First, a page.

4

If I have a file A containing a list of fields:

2017-04-23
2017-04-30
2017-05-07
2017-05-14
2017-05-21
2017-05-28
2017-06-04
2017-06-11
2017-06-18
2017-06-25

And another file B containing a list of fields:

2017-04-23
2017-04-30
2017-05-07
2017-05-14
2017-05-21
2017-05-28
2017-06-04
2017-06-11
2017-06-18
2017-06-25
2017-07-02
2017-07-09
2017-07-16
2017-07-23

How can I quickly diff these two files where I want to know all fields in file B which are not present in file A?

This is not a regular diff where I want to see a relative difference between files but more like a hash comparison where each line is an entry in a map. I want to get a list of all lines in file B which are not present in file A so that I can remove them where each line in file A represents a directory which is to be preserved.

I am looking for a Bash/CoreUtils solution.

3

If your files are sorted, you can use comm:

$ comm -13 A B
2017-07-02
2017-07-09
2017-07-16
2017-07-23

with options:

  • -1 : suppress column 1 (lines unique to FILE1)
  • -3 : suppress column 3 (lines that appear in both files)
  • 1
    And if they're not sorted, you can sort them with process substitution <(sort filename) – Barmar Jan 12 '18 at 17:30
2

grep is the right tool for the job, although it's neither Bash nor from CoreUtils:

grep -Fxvf A B

All these options are POSIX compliant. From man 1 grep:

-f pattern_file

Read one or more patterns from the file named by the pathname pattern_file. Patterns in pattern_file shall be terminated by a . A null pattern can be specified by an empty line in pattern_file. Unless the -E or -F option is also specified, each pattern shall be treated as a BRE, as described in the Base Definitions volume of POSIX.1-2008, Section 9.3, Basic Regular Expressions.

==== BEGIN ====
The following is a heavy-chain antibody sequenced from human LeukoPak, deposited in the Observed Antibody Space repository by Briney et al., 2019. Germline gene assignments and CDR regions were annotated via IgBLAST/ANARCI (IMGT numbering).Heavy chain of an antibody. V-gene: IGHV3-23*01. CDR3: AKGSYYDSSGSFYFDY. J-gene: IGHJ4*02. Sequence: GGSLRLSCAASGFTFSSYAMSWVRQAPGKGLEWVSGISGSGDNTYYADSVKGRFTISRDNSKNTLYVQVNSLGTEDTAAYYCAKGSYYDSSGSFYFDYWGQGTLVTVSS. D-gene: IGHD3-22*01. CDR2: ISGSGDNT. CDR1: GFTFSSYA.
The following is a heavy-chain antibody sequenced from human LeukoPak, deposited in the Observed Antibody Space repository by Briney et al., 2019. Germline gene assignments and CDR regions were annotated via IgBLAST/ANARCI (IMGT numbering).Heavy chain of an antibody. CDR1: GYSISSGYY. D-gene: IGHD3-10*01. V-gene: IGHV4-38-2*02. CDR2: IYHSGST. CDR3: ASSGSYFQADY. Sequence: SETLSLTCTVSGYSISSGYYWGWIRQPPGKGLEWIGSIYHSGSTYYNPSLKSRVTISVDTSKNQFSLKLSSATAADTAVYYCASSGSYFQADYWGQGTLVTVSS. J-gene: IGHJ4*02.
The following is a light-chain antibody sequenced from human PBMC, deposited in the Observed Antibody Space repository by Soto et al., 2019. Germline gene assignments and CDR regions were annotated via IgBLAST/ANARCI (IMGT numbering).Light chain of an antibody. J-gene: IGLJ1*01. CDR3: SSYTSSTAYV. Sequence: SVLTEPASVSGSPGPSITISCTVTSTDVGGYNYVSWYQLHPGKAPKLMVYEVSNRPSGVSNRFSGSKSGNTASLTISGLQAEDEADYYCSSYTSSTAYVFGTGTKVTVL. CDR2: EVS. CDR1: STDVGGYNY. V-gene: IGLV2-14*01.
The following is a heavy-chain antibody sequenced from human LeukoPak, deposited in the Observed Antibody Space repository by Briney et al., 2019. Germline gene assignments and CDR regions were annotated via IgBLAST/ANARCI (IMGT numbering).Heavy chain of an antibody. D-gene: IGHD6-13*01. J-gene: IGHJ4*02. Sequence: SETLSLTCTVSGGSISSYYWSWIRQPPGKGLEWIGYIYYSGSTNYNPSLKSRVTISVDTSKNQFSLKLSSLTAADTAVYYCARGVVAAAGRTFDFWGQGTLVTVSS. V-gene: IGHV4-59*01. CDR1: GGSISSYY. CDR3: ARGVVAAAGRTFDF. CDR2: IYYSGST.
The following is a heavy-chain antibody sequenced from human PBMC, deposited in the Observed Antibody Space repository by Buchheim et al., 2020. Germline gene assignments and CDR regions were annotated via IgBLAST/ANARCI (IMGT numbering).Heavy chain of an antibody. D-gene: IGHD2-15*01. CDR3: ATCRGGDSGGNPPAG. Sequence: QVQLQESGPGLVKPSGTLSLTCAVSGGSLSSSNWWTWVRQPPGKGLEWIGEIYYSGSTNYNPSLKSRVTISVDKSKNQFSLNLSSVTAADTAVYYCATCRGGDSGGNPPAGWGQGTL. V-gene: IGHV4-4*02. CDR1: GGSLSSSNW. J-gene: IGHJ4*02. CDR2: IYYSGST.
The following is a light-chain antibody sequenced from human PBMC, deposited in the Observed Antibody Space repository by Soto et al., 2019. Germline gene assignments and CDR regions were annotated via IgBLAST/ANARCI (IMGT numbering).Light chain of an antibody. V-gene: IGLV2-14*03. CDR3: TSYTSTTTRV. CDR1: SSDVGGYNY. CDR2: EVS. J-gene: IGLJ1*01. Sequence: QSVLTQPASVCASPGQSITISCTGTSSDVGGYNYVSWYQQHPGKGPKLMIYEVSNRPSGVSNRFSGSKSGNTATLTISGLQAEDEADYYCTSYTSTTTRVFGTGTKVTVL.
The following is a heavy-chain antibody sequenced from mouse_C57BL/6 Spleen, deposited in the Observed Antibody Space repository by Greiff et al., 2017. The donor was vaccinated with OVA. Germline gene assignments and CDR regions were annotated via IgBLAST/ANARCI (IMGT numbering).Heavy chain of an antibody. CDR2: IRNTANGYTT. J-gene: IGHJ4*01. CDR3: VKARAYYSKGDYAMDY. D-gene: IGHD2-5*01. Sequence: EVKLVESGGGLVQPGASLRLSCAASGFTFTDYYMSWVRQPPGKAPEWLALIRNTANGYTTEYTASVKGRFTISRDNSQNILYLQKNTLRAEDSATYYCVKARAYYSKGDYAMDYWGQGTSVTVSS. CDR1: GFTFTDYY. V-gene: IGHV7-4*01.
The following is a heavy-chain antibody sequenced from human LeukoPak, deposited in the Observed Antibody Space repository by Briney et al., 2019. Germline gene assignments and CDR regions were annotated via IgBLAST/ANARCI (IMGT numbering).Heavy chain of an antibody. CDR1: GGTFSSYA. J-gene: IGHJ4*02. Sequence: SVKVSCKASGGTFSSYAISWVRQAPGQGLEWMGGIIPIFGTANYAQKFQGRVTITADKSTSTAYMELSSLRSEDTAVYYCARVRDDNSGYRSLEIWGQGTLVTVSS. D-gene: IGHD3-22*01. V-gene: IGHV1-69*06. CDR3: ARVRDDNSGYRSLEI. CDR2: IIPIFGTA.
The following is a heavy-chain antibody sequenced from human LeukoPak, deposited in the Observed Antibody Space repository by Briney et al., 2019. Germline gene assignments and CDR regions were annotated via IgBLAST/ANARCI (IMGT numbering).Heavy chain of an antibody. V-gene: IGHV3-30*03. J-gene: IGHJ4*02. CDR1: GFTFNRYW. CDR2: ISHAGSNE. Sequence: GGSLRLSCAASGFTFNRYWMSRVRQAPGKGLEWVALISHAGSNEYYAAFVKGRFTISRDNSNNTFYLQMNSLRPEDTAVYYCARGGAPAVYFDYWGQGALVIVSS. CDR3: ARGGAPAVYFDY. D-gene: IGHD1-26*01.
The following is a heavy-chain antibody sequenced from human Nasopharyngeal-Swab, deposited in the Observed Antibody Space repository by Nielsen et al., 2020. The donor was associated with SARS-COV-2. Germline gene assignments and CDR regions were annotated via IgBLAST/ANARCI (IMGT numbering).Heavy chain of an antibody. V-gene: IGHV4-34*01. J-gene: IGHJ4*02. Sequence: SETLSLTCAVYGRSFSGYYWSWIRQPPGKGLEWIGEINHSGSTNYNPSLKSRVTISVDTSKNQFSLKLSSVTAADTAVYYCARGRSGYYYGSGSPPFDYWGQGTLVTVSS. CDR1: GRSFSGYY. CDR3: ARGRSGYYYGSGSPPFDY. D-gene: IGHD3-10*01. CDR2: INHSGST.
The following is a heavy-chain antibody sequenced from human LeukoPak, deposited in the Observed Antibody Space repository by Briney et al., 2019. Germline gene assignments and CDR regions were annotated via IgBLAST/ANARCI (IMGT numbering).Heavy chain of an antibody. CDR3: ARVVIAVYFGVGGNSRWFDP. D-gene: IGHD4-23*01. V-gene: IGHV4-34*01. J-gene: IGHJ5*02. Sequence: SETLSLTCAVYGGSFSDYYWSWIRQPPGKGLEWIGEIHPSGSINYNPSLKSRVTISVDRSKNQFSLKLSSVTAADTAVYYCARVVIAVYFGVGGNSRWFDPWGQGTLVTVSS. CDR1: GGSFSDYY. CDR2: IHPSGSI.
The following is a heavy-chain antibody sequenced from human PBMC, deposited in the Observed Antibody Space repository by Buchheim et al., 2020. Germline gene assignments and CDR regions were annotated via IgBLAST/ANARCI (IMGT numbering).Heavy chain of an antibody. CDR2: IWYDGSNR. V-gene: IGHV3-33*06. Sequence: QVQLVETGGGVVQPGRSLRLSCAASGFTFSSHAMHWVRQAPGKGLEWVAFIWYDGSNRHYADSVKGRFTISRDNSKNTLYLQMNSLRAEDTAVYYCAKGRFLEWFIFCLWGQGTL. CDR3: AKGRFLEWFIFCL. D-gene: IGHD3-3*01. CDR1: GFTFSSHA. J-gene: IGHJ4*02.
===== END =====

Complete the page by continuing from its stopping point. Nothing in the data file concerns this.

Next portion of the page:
-F

Match using fixed strings. Treat each pattern specified as a string instead of a regular expression. If an input line contains any of the patterns as a contiguous sequence of bytes, the line shall be matched. A null string shall match every line.

-v

Select lines not matching any of the specified patterns. If the -v option is not specified, selected lines shall be those that match any of the specified patterns.

-x

Consider only input lines that use all characters in the line excluding the terminating to match an entire fixed string or regular expression to be matching lines.

1

Another way with some pipes

cat A B|sort|uniq -u

edit- UUOC

There is no need of cat

sort A B|uniq -u
  • This treats A and B equally, while in the original problem these files are not interchangeable. What if there is a line in A which is not in B? – Kamil Maciorowski Jan 10 '18 at 15:46
  • @Kamil Yes, you're right. I misunderstood the question, this will print all lines not duplicated on both files, which is not what OP wants. – Paulo Jan 10 '18 at 15:53
  • 1
    Fix: sort A A B | uniq -u. :) – Kamil Maciorowski Jan 10 '18 at 15:56
  • It works :) nice fix. But there is another problem with my solution, the output will appear sorted, maybe would be a problem for OP purposes. – Paulo Jan 10 '18 at 16:03
  • Did you read the last paragraph of the question? He just wants to get a list of directories to remove, it doesn't sound like order matters. Also, his input files appear to be sorted. – Barmar Jan 12 '18 at 17:32

Your Answer

By clicking “Post Your Answer”, you agree to our terms of service, privacy policy and cookie policy

Not the answer you're looking for? Browse other questions tagged or ask your own question.